Building this frustration tolerance, or how to deal with situations that push buttons, is a critical social skill. For example, not winning a game of Gaga should not be viewed by a camper as a catastrophic event. Taking a longer view, these social interaction skills are important as children transition to adulthood. Increasingly, companies prioritize social skills in the workplace. As explained by the research of David Deming published in the Harvard Gazette, strong social skills are increasingly in demand in both the STEM and non-STEM sectors of the economy.

The good news is that many of these skills can be learned at camp. This skillset has meaningful benefits to children long after the summer is over. Time and again, graduates return to thank camp staff for allowing them to develop and hone collaborative social skills. A nurturing camp environment, free from many of the social impediments intrinsic to an academic setting, allows this type of positive outcome.

Ultimately, every parent's goal is to help their children become the best versions of themselves. Research-based summer programs are an excellent way to help them along their journey.

Brian Lux, MAT, is the director of Camp Sequoia. His decades of work as a licensed educator specializing in neurodivergent kids has been presented twice at World Gifted conferences and numerous regional venues for parents and educators. This underscores his passion for helping all kids find an environment where they can experience success and become the best versions of themselves.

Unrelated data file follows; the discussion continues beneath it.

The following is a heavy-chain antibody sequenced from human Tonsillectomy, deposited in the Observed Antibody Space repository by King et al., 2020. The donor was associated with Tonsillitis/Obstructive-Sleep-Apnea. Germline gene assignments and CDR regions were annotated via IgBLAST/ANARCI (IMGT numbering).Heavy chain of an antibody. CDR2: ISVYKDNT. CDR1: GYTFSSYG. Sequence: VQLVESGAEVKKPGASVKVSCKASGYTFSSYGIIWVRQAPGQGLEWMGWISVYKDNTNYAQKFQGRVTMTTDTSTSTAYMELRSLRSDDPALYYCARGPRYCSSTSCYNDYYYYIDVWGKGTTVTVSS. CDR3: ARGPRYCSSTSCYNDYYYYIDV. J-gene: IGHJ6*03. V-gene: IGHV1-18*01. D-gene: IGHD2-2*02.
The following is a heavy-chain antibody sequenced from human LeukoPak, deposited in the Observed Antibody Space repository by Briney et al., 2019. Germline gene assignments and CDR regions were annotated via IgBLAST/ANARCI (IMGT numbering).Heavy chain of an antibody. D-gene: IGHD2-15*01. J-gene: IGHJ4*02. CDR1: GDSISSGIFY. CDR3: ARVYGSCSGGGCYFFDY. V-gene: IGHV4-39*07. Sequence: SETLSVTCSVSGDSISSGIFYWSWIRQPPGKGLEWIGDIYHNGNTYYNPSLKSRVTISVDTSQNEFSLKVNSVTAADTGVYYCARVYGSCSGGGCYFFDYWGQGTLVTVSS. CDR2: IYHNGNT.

Durlak JA, Weissberg RP, and Pachan M. (2010). A meta-analysis of after-school programs that seek to promote personal and social skills in children and adolescents. American Journal of Community Psychology, 45, 294–309.
Bridgeland, John; Bruce, Mary; Hariharan, Arya. The Missing Piece: A National Teacher Survey on How Social and Emotional Learning Can Empower Children and Transform Schools; A Report for CASEL.
Powell, Alvin. Golden Age for Team Players: Strong social skills increasingly valuable to employers, study finds. Harvard Gazette; October 23, 2017.
Pellegrino JW, and Hilton ML, eds. Education for Life and Work: Developing Transferable Knowledge and Skills in the 21st Century. Report Brief, Education at the National Research Council; National Academies Press, 2012.